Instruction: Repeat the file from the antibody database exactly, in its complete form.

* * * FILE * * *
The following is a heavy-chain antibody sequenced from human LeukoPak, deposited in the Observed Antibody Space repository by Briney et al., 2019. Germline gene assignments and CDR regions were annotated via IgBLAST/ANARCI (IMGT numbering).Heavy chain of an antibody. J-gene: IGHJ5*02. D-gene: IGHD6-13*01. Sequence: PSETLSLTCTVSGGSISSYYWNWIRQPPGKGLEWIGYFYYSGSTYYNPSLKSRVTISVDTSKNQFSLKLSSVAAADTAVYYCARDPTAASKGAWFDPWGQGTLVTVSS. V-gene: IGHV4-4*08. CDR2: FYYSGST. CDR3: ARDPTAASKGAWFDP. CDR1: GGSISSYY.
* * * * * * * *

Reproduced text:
The following is a heavy-chain antibody sequenced from human LeukoPak, deposited in the Observed Antibody Space repository by Briney et al., 2019. Germline gene assignments and CDR regions were annotated via IgBLAST/ANARCI (IMGT numbering).Heavy chain of an antibody. J-gene: IGHJ5*02. D-gene: IGHD6-13*01. Sequence: PSETLSLTCTVSGGSISSYYWNWIRQPPGKGLEWIGYFYYSGSTYYNPSLKSRVTISVDTSKNQFSLKLSSVAAADTAVYYCARDPTAASKGAWFDPWGQGTLVTVSS. V-gene: IGHV4-4*08. CDR2: FYYSGST. CDR3: ARDPTAASKGAWFDP. CDR1: GGSISSYY.